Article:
T-Wolves, Love nearing Wednesday contract deadline [VIDEO]

Kevin Love.jpg
T-Wolves management must soon decide whether K-Love is worth a max contract.
Before a national TV audience on Friday night, Kevin Love shot the Timberwolves back into relevance after years of being regarded as the NBA's Siberia.

As the buzzer sounded, Love drained one of the most dramatic game-winning three-point shots in franchise history, pushing the T-Wolves past an up-and-coming Los Angeles Clippers squad (video of the shot is below the jump).

It's possible that shot could be worth nearly $20 million for the all-star power forward. That's because T-Wolves management has just three days left to sign Love to a maximum contract extension, and during negotiations, Love's Friday night heroics can only serve as more evidence he's worthy of a maximum deal.

In the wake of last summer's lockout, here's how the NBA's maximum contract system now works.

As a player in the last year of his four-year rookie contract, Love is eligible for a five-year "designated player" deal worth around $80 million total (the specific number depends on where the salary cap is set in future seasons). But each team is allowed to have only one designated player on its roster, meaning that if Love is offered a designated player deal, then the T-Wolves wouldn't be able to make such an offer to promising rookie point guard Ricky Rubio or last year's second overall pick Derrick Williams, perhaps increasing the likelihood they would bolt to another team in a few years.

Furthermore, once Wednesday comes and goes, the T-Wolves will no longer be able to offer Love a designated player contract, reducing the gap between what they can offer and what other teams can if he becomes a free agent after the 2013-14 season. (Next season, Love will still be under the T-Wolves' control, but if he wants to hit the open market in 2013 he could sign just a one-year deal.)

If the T-Wolves don't want to make Love a designated player, then the most management can offer is a four-year deal worth nearly $61 million total. The team has reportedly already offered him at least that much, but there is rampant speculation that Love is holding out for a more luctrative designated player offer.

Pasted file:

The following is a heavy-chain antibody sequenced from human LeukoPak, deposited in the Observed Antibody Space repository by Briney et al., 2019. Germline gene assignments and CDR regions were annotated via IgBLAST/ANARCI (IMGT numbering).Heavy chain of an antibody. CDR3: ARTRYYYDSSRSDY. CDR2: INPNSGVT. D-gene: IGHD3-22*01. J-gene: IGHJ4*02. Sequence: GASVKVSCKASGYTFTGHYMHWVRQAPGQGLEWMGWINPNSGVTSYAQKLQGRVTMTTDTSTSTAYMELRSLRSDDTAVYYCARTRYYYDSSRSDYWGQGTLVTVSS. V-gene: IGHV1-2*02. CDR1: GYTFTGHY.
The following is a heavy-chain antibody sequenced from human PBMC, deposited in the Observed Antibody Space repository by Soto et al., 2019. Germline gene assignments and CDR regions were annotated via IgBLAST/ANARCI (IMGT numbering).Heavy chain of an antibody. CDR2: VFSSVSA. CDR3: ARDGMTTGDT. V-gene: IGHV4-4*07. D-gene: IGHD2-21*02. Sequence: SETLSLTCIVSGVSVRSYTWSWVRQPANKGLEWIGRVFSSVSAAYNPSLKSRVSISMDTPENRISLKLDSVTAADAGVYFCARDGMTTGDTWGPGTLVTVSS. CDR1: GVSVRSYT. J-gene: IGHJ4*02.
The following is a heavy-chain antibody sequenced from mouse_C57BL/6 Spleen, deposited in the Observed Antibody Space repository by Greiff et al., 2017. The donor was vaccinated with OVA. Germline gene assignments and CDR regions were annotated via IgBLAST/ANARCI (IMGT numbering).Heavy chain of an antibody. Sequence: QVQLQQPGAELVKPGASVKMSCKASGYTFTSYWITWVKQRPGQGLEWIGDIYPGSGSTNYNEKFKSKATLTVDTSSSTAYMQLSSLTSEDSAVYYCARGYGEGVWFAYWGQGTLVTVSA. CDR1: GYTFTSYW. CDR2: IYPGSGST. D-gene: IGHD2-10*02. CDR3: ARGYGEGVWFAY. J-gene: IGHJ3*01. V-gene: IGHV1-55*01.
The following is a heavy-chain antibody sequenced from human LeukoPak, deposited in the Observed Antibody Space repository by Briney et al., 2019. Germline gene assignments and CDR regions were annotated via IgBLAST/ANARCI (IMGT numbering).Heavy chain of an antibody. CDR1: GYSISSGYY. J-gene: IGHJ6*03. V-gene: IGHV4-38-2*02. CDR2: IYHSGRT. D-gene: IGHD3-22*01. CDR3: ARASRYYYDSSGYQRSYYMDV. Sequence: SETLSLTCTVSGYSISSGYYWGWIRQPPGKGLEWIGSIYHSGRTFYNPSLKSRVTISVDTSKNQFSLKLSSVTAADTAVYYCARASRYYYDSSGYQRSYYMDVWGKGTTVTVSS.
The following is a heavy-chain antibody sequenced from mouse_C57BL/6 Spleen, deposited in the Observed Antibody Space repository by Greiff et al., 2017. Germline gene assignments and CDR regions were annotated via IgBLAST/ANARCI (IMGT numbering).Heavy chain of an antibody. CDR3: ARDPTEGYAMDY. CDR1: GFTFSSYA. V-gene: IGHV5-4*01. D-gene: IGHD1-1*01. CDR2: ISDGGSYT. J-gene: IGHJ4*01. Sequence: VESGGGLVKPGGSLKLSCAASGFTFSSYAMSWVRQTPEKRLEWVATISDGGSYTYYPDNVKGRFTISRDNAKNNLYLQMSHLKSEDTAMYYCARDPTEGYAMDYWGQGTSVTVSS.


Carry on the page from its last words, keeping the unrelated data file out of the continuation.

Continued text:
Though Love is from Portland and went to college on UCLA's sunny campus, all indications are that he'll resign here if he receives the designated player offer. Last week, the Star Tribune quoted Love as offering the following response when asked what he'd think if a contract extension isn't signed before January 25:
Kevin Love UCLA.jpg
Love went to school at UCLA, but apparently doesn't hate Minnesota winters.
It wouldn't be ideal, so it would be nice to work something out. I enjoy it here, I enjoy my teammates, I enjoy the coaching staff, I enjoy the Twin Cities, even when it's cold.
The question T-Wolves management must answer between now and Wednesday, then, is whether Love is worth a designated player offer. And while it's always easy to spend someone else's money, most informed fans of the longtime-lowly squad will tell you Love is worth the max without batting an eye.

Here's why -- Love's skill-set features an almost unprecedented blend of long-range shooting ability and rebounding acumen. He's listed at 6'10", guards power forwards and centers, and last year led the NBA with 15.2 rebounds per-game, yet he shoots around 40 percent from three-point range. There have been plenty of forwards and centers throughout NBA history who have excelled at scoring and rebounding, but few have been dominant rebounders while also playing away from the basket on offense and stretching the floor with three pointers.

Love has also gotten in the habit of adding to his game each offseason. During the 2010 offseason he developed a deadly three-point shot -- his percentage on 3's jumped from 33 percent in 2009-10 to nearly 42 percent last year. This season, he showed up to camp 25 pounds lighter and has added a variety of pump-fakes to his skill-set, which has led to his free throws per-game dramatically increasing from 6.8 per-game last year to 8.9 this year. As a 23-year-old with a strong work ethic, it appears his best days are still well into the future.

Furthermore, he's well spoken, charismatic, good looking (at least so says my girlfriend), and seems to be universally liked among teammates and former teammates -- even ex-Wolf Al Jefferson had nothing but praise for K-Love following Utah's Saturday night victory over the T-Wolves. And with the team generating buzz for the first time since John Kerry was being swift-boated, why would President of Basketball Operations David Kahn want to spoil the emerging-power-after-years-of-ineptitude narrative by not getting a deal done and initiating national media speculation about which big market Love will relocate to when he becomes a free agent?